Friday, 27 July 2012

Why I'm All About the No (but maybe shouldn't be)

"No" and all it's variations (we'll see, not now, maybe later, I don't think that's necessary,etc) become my go-to answers in the summertime. I have four children making requests of me all day long. "Mom, can I have ice cream? For breakfast? Can we go to the zoo even though it's 105 degrees out? Can we take four friends with us and go swimming? In Lake Michigan? Can you make this? Fix this? Do that? Can I take horseback riding lessons? Get a horse? A puppy? A zebra? Can you rearrange my room? Buy me new stuff? Paint my walls lime green?" The requests never end. "No" is just easier, frankly. "Yes" means extra work, extra messes, extra noise and chaos, less actual productivity.  As summer has progressed, the tension level in our house has noticeably increased as the kids get bored and tired of being home together all day, everyday. So yesterday I decided I was going to be more about the "yes." And here is some of what happened:

"Mom, can Girl-across-the-street sleep over?" After a sigh, I said yes. The boy whined, because he was even more outnumbered, and has been promised a sleepover that he has not yet collected on, and it wasn't fair. They spent the evening in and out, up and down, couldn't get settled, still awake when we finally went to bed at 1 AM.

"Mom, can you set up the tent for us so we can sleep outside in it?" My initial mental response was, "No- you never stay outside when you try to do that," followed by, "Fine- wait until your dad gets home, and you may ask him if he will do it for you." Then I thought of my dear husband- battling a sinus infection, working hard at the office, his late nights and early mornings, ministering and giving to anyone in need without a second thought. The mental process became, "If I can set up the tent, he won't have to do it." So I ventured outside into the sauna-like humidity and figured out that tent, dripping with sweat and with the "help" of four kids with very definite ideas of how it should go, but who offered very little actual assistance. Then I did it all over again after a freak late afternoon thunderstorm knocked it down. Actually, three soaking wet girls thrashing about trying to get themselves and their belongings out of it knocked it down, which made for quite a good laugh as I watched from the window.  Then Mack came home. And spent 30 minutes fixing my tent assembly "mistakes." And my dear husband said grouchily to me, "Don't ever try to put that tent up again. Just let me do it." Deal. Sounds like a plan.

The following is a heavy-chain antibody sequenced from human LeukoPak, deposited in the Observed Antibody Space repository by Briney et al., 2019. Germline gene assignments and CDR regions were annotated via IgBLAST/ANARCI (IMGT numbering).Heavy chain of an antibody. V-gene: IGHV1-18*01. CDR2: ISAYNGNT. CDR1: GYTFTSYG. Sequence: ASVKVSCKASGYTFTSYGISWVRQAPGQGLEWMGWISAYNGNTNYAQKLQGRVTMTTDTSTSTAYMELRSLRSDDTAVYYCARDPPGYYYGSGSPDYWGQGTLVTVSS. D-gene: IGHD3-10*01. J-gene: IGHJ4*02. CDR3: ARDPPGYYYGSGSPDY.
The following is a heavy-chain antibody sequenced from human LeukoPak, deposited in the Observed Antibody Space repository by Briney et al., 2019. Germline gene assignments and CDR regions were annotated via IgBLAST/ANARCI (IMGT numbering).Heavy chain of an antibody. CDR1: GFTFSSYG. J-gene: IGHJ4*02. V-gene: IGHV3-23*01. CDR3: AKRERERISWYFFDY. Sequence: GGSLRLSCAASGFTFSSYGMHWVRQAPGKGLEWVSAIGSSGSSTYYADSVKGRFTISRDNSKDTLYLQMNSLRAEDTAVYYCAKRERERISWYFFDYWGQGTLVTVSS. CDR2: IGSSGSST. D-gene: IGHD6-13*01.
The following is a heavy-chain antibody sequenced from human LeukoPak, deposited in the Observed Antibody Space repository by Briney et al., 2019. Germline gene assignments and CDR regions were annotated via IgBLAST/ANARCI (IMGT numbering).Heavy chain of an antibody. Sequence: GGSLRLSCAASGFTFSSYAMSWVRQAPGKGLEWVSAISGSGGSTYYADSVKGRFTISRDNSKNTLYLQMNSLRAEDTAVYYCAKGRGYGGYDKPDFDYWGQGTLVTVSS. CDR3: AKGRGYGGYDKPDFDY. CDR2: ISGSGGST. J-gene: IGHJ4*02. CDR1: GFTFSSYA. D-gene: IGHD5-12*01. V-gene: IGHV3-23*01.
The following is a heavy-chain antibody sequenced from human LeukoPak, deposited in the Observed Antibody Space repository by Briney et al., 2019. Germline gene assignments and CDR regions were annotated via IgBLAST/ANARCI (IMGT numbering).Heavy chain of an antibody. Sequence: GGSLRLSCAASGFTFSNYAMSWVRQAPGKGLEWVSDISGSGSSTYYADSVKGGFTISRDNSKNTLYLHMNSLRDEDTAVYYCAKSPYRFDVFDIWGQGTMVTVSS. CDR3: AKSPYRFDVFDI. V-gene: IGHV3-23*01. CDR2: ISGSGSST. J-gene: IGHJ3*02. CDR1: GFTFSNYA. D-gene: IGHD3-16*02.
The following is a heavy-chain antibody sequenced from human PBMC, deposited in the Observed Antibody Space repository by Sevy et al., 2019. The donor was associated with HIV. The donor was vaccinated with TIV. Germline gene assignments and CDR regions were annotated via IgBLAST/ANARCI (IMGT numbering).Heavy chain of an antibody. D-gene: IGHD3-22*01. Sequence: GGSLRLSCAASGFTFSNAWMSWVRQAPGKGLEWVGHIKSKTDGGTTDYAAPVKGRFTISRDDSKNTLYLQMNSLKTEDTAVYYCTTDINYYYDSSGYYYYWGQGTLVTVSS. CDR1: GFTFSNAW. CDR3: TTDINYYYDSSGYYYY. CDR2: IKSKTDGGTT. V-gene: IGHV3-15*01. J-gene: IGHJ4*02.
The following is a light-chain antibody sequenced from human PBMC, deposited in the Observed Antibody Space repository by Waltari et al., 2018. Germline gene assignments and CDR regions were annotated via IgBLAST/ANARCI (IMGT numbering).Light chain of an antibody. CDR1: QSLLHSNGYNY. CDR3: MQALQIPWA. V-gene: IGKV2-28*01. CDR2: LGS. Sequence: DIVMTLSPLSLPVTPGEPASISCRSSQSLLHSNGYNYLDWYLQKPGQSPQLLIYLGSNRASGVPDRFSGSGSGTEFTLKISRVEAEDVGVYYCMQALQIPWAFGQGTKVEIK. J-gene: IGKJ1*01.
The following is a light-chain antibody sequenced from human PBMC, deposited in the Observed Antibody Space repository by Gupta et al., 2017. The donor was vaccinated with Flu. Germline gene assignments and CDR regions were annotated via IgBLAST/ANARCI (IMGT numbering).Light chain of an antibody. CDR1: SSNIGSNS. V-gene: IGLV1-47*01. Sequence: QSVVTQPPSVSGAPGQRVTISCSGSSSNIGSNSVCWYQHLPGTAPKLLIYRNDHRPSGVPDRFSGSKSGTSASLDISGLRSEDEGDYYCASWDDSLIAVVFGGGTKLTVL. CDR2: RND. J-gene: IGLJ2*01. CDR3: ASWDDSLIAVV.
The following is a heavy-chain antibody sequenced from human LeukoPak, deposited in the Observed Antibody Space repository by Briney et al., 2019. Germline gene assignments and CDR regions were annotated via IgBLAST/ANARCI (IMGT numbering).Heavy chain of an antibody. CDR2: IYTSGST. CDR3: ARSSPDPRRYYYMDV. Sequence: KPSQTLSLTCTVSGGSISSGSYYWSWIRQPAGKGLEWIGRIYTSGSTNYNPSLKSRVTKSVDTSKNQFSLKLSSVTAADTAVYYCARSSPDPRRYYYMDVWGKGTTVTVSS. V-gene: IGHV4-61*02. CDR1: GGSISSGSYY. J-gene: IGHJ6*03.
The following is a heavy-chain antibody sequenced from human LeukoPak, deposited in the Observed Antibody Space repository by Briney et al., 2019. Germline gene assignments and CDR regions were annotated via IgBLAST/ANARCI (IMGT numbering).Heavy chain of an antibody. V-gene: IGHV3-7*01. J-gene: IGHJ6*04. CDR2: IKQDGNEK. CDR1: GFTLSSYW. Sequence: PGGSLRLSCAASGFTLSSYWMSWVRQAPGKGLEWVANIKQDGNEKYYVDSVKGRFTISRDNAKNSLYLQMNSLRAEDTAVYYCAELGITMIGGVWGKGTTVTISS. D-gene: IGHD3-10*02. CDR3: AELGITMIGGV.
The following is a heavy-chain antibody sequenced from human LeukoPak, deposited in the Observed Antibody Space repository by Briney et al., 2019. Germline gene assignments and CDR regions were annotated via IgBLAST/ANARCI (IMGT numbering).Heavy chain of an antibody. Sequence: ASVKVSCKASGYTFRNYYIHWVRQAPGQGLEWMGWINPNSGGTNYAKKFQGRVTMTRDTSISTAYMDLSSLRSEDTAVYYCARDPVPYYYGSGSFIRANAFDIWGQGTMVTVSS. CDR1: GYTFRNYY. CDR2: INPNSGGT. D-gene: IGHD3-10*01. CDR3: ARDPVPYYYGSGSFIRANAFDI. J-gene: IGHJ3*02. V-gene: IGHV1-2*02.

The boy whined that he didn't get to sleep outside with the girls, and it wasn't fair, and "What do you mean it's not appropriate for me to sleep next to a middle school girl who's not my sister?" And there was extensive discussion, bargaining, and petitioning regarding exactly who was going to sleep where. Then the campers needed dessert, and water, and to use the bathroom. Girl-across-the-street needed to run home and say goodnight to her mom. Then the frogs were too loud. Then they were too hot. By 10 PM, everyone was inside, and they discussed, bargained, and petitioned all over again. Which I knew would happen. And I remembered why I'm all about the no.

Then I remembered earlier in the day, when C-Ray brought to me the pieces of a basketball hoop that was supposed to fit over the top of his door. He couldn't figure out how to put it together, could I help him? I looked at the dirt on the floor and the pile of dishes in the sink I was trying to tackle. I said "yes." I slid the plastic brackets into the cardboard backboard and demonstrated for him on the pantry door how it should go. It took less than two minutes. He grinned up at that flimsy little hoop, gave me the kind of boisterous hug that only a little boy can give, and hollered, "Wooo-hooo! Mom, you're a super hero." That "yes" made the hassles from all the other "yeses" totally worth it. And I think I'll keep the cape...

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